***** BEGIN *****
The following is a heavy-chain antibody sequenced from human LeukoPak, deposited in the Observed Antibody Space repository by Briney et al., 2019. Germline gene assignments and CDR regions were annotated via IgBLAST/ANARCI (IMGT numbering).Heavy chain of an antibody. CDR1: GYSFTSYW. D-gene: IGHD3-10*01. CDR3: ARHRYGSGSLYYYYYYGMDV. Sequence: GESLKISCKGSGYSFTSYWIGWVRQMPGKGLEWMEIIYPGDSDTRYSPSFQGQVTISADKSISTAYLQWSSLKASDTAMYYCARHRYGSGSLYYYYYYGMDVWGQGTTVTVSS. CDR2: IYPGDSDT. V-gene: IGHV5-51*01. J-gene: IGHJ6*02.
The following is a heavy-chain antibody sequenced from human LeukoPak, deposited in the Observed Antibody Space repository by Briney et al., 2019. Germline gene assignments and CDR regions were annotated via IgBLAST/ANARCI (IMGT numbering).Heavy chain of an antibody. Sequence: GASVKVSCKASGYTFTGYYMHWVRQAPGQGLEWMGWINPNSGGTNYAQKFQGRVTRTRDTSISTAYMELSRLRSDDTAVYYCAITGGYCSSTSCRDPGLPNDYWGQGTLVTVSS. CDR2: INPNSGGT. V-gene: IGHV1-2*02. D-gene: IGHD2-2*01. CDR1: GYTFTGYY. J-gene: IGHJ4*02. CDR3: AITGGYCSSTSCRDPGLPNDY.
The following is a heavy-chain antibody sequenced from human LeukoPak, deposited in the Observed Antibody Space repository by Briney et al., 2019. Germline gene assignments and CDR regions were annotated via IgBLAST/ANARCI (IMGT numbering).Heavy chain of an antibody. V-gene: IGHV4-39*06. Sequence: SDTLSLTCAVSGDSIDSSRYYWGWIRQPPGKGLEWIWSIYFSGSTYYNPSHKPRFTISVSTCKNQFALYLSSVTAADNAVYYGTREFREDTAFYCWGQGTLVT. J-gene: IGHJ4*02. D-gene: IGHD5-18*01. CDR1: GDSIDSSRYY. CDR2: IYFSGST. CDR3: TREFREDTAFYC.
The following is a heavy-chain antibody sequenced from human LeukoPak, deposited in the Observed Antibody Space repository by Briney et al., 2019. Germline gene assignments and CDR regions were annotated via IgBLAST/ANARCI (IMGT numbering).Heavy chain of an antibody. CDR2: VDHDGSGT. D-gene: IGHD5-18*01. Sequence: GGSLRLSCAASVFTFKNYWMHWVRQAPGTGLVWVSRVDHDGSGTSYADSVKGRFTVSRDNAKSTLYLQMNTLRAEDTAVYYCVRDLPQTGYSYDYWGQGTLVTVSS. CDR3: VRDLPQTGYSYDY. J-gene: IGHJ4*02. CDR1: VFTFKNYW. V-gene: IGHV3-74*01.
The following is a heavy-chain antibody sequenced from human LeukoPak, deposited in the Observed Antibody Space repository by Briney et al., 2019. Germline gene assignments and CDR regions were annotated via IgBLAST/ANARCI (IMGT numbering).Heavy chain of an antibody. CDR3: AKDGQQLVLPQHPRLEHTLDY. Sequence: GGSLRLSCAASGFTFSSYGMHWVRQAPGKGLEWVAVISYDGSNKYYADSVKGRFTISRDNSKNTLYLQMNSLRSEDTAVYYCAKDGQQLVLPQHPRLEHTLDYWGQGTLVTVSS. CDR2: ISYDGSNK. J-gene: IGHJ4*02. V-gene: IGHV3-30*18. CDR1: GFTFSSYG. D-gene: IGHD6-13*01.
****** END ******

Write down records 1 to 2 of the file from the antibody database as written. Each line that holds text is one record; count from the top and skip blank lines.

The following is a heavy-chain antibody sequenced from human LeukoPak, deposited in the Observed Antibody Space repository by Briney et al., 2019. Germline gene assignments and CDR regions were annotated via IgBLAST/ANARCI (IMGT numbering).Heavy chain of an antibody. CDR1: GYSFTSYW. D-gene: IGHD3-10*01. CDR3: ARHRYGSGSLYYYYYYGMDV. Sequence: GESLKISCKGSGYSFTSYWIGWVRQMPGKGLEWMEIIYPGDSDTRYSPSFQGQVTISADKSISTAYLQWSSLKASDTAMYYCARHRYGSGSLYYYYYYGMDVWGQGTTVTVSS. CDR2: IYPGDSDT. V-gene: IGHV5-51*01. J-gene: IGHJ6*02.
The following is a heavy-chain antibody sequenced from human LeukoPak, deposited in the Observed Antibody Space repository by Briney et al., 2019. Germline gene assignments and CDR regions were annotated via IgBLAST/ANARCI (IMGT numbering).Heavy chain of an antibody. Sequence: GASVKVSCKASGYTFTGYYMHWVRQAPGQGLEWMGWINPNSGGTNYAQKFQGRVTRTRDTSISTAYMELSRLRSDDTAVYYCAITGGYCSSTSCRDPGLPNDYWGQGTLVTVSS. CDR2: INPNSGGT. V-gene: IGHV1-2*02. D-gene: IGHD2-2*01. CDR1: GYTFTGYY. J-gene: IGHJ4*02. CDR3: AITGGYCSSTSCRDPGLPNDY.